Making Christmas crafts with my students and my own personal kids, is one of my favorite activities to do around the holidays. I have so many adorable paintings and crafts my kids have made throughout the years and proudly display them come the holly jolly season. Of course, my oldest boys are now 14 and 10 and even though they may be ’embarrassed’, I think they are secretly still proud of their creations. We have especially loved this easy fork painting method for creating works of art.

Paint, you say! Paint is so messy! Guess what? However, it doesn’t have to be. With this tutorial, we can save you the trouble of cleaning paint brushes and little fingers by using an even easier (and disposable) tool. A simple plastic fork! What a creative way to have so much fun with different textures of paint!

– Life Over C's green fork painted christmas tree craft for kids

Recommended Grade Level:

Christmas Tree Fork Painting Craft Supplies:

  • Paper Plate
  • Green craft paint
  • Plastic fork
  • Brown marker
  • Pom pom (yellow or white)
  • Confetti
  • Glue
  • White cardstock paper
  • Paper towels (for clean up)

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What is Fork Painting?

kids of all ages will love fork painting

ACTUALLY IT’S PRETTY MUCH SELF EXPLANATORY. NO BRUSHES, FINGERS, OR A SPOON REQUIRED.

This inexpensive way of adding a textured flare to painting will have all of your Instagram and Facebook friends jealous.

Fork painting involves dipping the prongs into paint and pressing the plastic against paper or canvas to create lines and in this case the visual of a textured pine tree. Using a variety of painting techniques helps kids to explore art beyond the basic functionalities of a typical paint brush.

This process art could be used this time of year to create memorable gifts or finishing up a study on trees.

– Life Over C's completed Christmas tree fork painting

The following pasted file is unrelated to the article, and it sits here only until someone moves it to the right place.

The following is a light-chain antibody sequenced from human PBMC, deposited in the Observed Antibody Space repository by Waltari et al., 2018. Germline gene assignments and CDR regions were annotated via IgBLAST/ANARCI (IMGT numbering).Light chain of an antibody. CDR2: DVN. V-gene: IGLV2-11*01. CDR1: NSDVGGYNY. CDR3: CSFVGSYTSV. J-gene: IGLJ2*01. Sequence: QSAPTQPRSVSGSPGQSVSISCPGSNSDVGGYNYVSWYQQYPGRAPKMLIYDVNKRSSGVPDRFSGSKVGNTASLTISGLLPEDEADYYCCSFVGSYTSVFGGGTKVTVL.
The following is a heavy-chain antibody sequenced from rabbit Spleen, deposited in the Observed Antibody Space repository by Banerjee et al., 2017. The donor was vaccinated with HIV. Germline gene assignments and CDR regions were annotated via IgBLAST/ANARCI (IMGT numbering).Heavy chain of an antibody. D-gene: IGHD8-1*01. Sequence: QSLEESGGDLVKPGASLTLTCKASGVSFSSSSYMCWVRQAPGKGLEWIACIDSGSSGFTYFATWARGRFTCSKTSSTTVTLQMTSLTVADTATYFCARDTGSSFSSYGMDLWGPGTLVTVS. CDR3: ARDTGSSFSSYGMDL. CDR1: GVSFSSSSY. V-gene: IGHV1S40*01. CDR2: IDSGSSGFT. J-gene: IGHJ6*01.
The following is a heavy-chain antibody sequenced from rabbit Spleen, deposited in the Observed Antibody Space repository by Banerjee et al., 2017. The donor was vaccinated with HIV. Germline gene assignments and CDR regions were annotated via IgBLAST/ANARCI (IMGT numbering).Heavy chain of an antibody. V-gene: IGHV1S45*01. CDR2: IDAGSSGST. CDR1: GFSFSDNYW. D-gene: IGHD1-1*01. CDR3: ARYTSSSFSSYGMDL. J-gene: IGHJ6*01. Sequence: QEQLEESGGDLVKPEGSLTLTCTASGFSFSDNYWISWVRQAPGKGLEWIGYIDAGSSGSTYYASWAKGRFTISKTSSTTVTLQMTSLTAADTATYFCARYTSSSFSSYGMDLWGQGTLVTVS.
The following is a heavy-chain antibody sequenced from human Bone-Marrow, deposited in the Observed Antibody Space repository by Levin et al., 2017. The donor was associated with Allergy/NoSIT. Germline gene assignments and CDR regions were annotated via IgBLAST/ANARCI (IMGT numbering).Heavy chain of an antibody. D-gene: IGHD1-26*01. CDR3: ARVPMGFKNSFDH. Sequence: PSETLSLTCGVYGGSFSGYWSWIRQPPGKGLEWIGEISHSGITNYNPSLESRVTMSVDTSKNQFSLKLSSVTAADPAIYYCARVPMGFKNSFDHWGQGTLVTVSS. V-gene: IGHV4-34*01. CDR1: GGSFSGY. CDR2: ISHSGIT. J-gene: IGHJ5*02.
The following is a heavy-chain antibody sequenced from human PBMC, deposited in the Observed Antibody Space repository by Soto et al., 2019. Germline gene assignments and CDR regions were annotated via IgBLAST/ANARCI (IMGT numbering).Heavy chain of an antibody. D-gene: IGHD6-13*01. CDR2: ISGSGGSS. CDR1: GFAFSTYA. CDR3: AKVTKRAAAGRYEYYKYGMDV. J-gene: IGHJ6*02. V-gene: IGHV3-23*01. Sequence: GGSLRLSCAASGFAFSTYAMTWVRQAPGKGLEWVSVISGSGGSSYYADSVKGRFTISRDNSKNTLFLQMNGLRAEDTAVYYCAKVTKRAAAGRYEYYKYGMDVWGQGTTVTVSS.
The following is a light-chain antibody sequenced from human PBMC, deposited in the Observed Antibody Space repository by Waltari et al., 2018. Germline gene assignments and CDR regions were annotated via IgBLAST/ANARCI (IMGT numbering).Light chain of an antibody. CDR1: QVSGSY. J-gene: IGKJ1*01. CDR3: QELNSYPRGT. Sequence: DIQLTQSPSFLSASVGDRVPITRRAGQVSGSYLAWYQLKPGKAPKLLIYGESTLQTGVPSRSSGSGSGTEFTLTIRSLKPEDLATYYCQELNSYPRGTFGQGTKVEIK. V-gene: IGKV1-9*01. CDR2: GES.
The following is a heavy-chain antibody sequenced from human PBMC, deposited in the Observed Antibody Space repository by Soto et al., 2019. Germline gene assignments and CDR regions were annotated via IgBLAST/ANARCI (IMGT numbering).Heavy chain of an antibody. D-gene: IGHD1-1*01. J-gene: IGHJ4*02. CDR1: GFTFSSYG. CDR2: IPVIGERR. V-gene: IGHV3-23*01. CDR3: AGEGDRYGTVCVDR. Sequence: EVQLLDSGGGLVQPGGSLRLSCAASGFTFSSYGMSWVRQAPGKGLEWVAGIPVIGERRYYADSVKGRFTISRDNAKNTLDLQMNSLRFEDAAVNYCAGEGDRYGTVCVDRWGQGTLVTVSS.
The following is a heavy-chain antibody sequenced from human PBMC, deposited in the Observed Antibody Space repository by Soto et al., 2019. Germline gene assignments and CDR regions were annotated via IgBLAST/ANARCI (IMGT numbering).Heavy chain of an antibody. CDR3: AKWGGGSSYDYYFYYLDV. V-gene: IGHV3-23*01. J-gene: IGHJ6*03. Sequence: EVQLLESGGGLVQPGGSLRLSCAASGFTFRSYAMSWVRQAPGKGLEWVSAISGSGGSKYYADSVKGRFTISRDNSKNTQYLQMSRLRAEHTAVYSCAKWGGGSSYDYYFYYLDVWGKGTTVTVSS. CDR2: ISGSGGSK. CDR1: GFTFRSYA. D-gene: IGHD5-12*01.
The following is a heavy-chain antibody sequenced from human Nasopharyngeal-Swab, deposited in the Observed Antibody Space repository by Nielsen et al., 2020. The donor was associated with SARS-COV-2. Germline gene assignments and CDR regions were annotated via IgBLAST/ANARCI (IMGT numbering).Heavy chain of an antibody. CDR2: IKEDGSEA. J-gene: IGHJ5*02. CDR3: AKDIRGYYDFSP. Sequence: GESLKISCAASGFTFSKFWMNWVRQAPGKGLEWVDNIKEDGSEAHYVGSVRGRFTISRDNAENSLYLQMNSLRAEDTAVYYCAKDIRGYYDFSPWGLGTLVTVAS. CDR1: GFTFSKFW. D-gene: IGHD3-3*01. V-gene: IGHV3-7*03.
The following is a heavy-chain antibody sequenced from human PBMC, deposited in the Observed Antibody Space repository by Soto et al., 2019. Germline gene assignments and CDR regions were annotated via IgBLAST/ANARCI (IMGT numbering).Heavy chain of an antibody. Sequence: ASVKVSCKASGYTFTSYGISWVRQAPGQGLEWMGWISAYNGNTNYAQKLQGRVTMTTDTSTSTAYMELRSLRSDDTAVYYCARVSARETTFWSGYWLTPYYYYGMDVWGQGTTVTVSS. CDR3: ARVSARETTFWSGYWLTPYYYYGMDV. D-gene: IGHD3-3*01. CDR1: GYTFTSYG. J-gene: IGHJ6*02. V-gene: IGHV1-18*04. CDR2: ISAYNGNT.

What are the benefits of fork painting?

What skills are developed in children that paint?

  • Fine motor skills are used when using fingers to hold and press the fork to the paper.
  • Hand-eye coordination is developed when figuring out where the next prong mark should go.
  • Creative thinking and problem solving skills can be used to figure out how you want your tree to look.
  • Painting and using your hands with sensory activities can be a great form of self expression.

You can use vocabulary and ask higher order thinking questions to children while they are creating. For example:

  • What tool do you think you could use to make curves or circles on the paper?
  • What other plants, animals, or objects could we paint using our fork?
  • Tell me about your tree and what it can be used for.
– Life Over C's supplies for a fork painting christmas tree: white paper plate, pom poms, brown marker, green paint, plastic fork, circle confetti

Supplies Needed To Make The Fork Painting Christmas Tree

The following supplies are needed to create the fork painting, however substitutions can always be used.

  • Paper Plate
  • Green craft paint
  • Plastic fork
  • Brown marker
  • Pom pom (yellow or white)
  • Confetti
  • Glue
  • White cardstock paper

How To Make A Fork Painted Christmas Tree

Step One:

First, position the cardstock paper vertically. Draw a Christmas tree trunk with the brown marker at the bottom of the cardstock paper. A black sharpie can also be used if you don’t have a brown marker.